If the leadership were to be decided on that sole issue alone, Andrew Scheer would clearly be the best candidate as he indicated the most enthusiastic support for the royal institution by far of all the candidates in his response.

There are other issues to be considered, however, and here things become complicated because different candidates stand out as being the strongest on different sets of issues.

Take "social conservatism" for example. This commonly denotes the sort of moral and social positions that evangelical and fundamentalist Protestants, traditionalist Catholic and Orthodox, and other religious conservatives would support. This would include being pro-life, i.e., opposed to abortion and euthanasia, a supporter of traditional one man/one woman marriage, and an opponent of the alphabet soup gang agenda, of feminism, and often of the legalization of recreational drugs such as marijuana. For a couple of decades the conventional wisdom has been that no party running on a socially conservative platform stood a chance of winning because Canadians are fiscally conservative but socially liberal. In fact the opposite is the case. Opposition to moral and social breakdown will always be more popular than tightening the purse strings and anybody with an ounce of sense knows that. The conventional wisdom exists to browbeat the major parties into not putting it to the test by running a socially conservative campaign. On social conservatism, the strongest of the candidates would be Brad Trost, MP for Saskatoon-University. Trost is an evangelical Christian, who has been outspoken on socially conservative issues throughout his political career, and who has opposed the shift towards social liberalism taken by the party under the interim leadership of Rona Ambrose.

Kelley Leitch
Kelley Leitch called a racist for saying immigrants should be vetted for Canadian values of diversity, multiculturalism feminism, tolerance, and equality.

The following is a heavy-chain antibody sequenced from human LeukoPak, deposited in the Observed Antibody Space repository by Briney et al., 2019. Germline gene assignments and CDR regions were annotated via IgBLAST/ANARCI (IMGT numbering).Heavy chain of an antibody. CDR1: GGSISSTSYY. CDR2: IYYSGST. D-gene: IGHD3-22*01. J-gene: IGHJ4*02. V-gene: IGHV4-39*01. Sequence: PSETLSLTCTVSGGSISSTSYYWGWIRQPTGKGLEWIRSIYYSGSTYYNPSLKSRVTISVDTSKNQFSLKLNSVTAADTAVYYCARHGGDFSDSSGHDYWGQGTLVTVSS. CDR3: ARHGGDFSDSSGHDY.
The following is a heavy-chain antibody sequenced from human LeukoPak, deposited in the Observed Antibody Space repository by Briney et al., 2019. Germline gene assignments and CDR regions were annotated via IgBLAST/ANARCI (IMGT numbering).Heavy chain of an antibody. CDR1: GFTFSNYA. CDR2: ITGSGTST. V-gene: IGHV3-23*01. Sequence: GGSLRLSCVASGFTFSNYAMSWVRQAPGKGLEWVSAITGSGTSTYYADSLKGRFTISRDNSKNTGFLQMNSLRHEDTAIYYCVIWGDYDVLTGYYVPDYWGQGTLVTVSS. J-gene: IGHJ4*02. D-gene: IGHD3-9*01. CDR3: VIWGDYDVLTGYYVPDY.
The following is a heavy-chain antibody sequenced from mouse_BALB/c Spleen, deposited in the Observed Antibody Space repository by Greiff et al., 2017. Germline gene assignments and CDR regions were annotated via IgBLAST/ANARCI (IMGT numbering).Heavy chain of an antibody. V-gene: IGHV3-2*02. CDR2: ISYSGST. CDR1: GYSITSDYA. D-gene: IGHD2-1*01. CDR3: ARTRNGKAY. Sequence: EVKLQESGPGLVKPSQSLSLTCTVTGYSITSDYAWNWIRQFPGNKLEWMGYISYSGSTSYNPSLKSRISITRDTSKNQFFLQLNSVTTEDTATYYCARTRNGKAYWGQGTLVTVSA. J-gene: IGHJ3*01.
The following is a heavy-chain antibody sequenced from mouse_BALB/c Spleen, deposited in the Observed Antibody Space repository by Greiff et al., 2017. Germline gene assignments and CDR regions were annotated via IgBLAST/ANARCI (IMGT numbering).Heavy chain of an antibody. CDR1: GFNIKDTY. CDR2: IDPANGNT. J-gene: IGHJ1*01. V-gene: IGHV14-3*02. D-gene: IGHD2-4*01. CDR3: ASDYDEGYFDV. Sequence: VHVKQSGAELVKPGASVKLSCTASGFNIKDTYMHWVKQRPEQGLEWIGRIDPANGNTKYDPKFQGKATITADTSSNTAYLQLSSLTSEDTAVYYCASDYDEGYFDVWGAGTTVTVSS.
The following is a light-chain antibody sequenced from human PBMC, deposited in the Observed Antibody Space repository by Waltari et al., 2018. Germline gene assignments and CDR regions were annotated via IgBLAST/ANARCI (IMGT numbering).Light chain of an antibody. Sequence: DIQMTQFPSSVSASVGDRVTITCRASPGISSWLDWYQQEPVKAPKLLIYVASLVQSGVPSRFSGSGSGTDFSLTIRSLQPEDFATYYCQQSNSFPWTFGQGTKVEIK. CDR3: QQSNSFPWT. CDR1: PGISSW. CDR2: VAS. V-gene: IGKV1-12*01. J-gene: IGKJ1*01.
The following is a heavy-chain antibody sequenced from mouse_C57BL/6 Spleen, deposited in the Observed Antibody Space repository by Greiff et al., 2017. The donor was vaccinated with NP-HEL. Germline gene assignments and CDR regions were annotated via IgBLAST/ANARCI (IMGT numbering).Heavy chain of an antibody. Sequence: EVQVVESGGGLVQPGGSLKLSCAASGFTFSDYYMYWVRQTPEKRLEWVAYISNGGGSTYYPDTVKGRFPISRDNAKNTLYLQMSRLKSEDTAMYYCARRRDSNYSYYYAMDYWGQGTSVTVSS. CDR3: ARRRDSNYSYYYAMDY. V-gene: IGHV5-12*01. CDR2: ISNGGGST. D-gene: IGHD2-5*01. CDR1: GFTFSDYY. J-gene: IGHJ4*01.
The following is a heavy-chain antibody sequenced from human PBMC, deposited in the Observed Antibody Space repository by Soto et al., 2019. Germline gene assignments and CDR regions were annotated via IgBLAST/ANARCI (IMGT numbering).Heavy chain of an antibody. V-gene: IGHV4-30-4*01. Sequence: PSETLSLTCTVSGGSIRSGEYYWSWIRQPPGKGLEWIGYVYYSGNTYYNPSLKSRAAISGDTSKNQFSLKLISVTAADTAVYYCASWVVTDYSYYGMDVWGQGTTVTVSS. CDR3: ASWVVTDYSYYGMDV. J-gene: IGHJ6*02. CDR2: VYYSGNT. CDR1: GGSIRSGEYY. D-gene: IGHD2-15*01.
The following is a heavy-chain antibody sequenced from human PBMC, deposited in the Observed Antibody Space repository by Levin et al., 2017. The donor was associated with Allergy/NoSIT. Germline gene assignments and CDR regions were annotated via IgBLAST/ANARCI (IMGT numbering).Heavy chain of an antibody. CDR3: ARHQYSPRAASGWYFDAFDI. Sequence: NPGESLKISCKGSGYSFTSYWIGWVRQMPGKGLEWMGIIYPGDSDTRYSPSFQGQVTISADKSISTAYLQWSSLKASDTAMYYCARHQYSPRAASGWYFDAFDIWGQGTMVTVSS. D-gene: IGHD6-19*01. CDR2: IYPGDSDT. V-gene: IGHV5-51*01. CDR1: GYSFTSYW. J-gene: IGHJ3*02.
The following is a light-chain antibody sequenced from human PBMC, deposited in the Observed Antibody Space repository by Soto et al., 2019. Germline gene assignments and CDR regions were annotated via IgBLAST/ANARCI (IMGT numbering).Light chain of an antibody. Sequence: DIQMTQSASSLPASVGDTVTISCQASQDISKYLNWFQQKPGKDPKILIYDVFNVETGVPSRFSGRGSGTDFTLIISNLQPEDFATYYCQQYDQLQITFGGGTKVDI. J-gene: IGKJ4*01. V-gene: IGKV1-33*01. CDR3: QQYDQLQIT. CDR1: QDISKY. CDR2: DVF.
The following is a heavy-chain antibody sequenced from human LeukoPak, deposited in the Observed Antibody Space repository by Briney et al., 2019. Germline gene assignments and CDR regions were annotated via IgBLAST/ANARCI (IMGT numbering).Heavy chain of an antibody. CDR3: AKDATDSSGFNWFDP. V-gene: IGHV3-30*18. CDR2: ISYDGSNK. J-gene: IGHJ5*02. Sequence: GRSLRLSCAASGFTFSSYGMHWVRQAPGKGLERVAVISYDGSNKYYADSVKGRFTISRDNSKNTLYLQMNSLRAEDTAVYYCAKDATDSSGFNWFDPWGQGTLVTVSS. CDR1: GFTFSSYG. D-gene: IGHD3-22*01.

On culture and immigration there is no good candidate. A good candidate would be one who takes the position that immigration, legal and illegal, should not be allowed to change the character of the country, that our government and not the immigrants themselves will select who is allowed in and that it will place the needs of our country first in doing so rather than those of the prospective immigrants, that we will not admit large numbers of either immigrants or refugees in periods of high unemployment and economic recession, that illegal immigration will not be tolerated and will result in the permanent disqualification of the queue-jumper for even legal immigration, and that our refugee admission policies need to be reformed to recognize the reality that the vast majority of asylum seekers are frauds. A good candidate would denounce the toxic cultural atmosphere of ethnomasochism and oikophobia that liberalism spent much of the last fifty years creating. No candidate dares to take this position, of course. The closest thing to it is Kellie Leitch, who is not close at all but who merely wants prospective immigrants to be screened for values that conflict with Canadian values, by which she means the values of the multicultural, feminist, progressive, liberal, left that has been denouncing her as a bigot for wanting newcomers to hold to their values. On this, as with social conservatism, a platform much further to the right that provided Canadians with a real alternative to liberalism for a change would garner much more support than the conventional wisdom would acknowledge.

On fiscal and economic policy if any of the candidates stands out it is probably Maxime Bernier.

Ideally, the next Conservative leader would be strong on all of these issues, but such a person does not appear to be present among the current candidates. Practically, the next leader will also have to be someone around whom the party can unite and who can generate enough popular support to oust the Liberals. Although this quality is harder to gauge, here too there is no name jumping off of the candidates list as the obvious choice.

Perhaps the best we can hope for is that whoever the Conservatives choose as their leader will win by default simply because everyone will finally be sick to death of Justin Trudeau.